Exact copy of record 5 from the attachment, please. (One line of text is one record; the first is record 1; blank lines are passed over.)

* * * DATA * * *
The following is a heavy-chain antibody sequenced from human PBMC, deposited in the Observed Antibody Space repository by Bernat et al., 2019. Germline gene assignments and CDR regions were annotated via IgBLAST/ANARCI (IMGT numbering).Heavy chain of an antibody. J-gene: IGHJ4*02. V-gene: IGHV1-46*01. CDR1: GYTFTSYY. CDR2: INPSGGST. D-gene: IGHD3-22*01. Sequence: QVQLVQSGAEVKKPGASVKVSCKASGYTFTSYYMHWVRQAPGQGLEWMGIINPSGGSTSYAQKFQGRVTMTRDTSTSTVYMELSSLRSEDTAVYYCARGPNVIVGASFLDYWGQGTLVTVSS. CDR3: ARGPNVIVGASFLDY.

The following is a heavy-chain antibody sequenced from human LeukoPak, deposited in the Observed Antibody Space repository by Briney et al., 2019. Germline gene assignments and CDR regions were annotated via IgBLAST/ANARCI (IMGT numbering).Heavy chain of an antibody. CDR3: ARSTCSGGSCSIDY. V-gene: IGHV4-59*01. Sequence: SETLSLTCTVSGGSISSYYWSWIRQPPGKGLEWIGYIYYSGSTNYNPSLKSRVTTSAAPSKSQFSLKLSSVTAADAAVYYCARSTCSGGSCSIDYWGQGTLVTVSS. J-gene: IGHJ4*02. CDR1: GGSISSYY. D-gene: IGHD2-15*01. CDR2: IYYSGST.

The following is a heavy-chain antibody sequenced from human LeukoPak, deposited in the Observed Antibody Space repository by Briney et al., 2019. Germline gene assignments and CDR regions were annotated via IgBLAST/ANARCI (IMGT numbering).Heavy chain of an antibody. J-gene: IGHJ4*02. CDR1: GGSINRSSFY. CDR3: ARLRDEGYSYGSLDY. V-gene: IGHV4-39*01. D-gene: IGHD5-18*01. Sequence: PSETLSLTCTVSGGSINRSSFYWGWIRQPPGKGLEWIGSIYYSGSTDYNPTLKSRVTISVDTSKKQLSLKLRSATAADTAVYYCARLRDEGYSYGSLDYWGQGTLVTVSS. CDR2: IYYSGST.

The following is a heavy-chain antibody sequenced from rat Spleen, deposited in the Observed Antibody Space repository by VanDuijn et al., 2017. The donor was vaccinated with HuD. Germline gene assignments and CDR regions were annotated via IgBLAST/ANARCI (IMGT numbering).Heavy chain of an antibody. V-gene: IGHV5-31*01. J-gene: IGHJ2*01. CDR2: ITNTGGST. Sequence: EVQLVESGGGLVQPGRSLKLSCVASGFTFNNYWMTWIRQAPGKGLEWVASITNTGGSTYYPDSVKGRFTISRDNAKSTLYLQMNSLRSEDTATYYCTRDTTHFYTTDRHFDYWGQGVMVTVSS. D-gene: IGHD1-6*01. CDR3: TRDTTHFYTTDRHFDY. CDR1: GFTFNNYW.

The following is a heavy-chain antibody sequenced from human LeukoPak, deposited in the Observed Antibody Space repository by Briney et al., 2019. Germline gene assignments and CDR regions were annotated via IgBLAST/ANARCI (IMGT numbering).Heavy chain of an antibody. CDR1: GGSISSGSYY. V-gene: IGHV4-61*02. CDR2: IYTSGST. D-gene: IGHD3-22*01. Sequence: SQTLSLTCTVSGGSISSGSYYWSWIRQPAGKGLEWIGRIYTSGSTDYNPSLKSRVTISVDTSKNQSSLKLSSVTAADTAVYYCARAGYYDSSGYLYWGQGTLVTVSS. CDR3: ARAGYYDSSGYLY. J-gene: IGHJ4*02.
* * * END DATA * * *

The following is a heavy-chain antibody sequenced from human LeukoPak, deposited in the Observed Antibody Space repository by Briney et al., 2019. Germline gene assignments and CDR regions were annotated via IgBLAST/ANARCI (IMGT numbering).Heavy chain of an antibody. CDR1: GGSISSGSYY. V-gene: IGHV4-61*02. CDR2: IYTSGST. D-gene: IGHD3-22*01. Sequence: SQTLSLTCTVSGGSISSGSYYWSWIRQPAGKGLEWIGRIYTSGSTDYNPSLKSRVTISVDTSKNQSSLKLSSVTAADTAVYYCARAGYYDSSGYLYWGQGTLVTVSS. CDR3: ARAGYYDSSGYLY. J-gene: IGHJ4*02.